Jamelle Bouie writes in the Times this week that the antifederalists saw this coming:
So too could the earliest critics of the Constitution. In talking and thinking about impeachment, observers and participants have gone on (and on) about the founding fathers: about Hamilton and Madison and the Federalist Papers. But their opponents, the antifederalists, also thought about the process. In their fight against the Constitution, they covered every inch of the new governing document, touching every section, every article and every clause. Looking from the perspective of now — one week into the impeachment trial — it’s striking to see how, without knowledge of political parties or partisan factionalism, they captured the exact dynamic that will keep a corrupt president in office.
The Senate was a sticking point for the antifederalists. With its small membership and fixed terms, they thought it was too aristocratic; with its mix of legislative, executive and judicial powers, they thought it was too powerful. “Is a body so vested with means to soften and seduce — so armed with power to screen or to condemn — so fortified against suspicion and enquiry — so largely trusted with legislative powers — so independent of and removed from the people — so tempted to abuse and extend those powers — is this a body which freeman ought ever to create, or which freeman can ever endure?” the writer “Cincinnatus” asked in reply to James Wilson, a key delegate to the Constitutional Convention.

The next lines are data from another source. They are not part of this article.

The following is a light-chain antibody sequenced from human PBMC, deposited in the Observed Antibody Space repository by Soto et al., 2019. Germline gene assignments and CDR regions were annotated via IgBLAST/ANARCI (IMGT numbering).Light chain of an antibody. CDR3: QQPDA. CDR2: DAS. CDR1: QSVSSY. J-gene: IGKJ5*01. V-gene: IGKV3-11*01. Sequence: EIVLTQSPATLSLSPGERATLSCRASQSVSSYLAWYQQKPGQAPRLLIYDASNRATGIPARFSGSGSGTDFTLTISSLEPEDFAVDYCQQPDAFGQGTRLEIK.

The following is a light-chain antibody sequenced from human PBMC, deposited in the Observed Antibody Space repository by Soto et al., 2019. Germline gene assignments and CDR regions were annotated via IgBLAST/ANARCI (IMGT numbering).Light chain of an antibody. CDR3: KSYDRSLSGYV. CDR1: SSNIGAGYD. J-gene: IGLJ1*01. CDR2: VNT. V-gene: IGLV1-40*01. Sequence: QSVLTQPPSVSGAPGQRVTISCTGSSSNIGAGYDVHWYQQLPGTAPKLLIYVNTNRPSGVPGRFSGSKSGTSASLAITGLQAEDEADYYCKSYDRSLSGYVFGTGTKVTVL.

The haze of time is thick, but I don’t remember my US History teacher in high school talking much about the antifederalists. I should ask Danny if his teacher covered it this year.
The other thing I don’t think any faction foresaw back then, perhaps reasonably, was a future where some states would have 40 million people, and others would have 600,000. If they had, that would have been an even stronger argument against structuring the Senate as it is.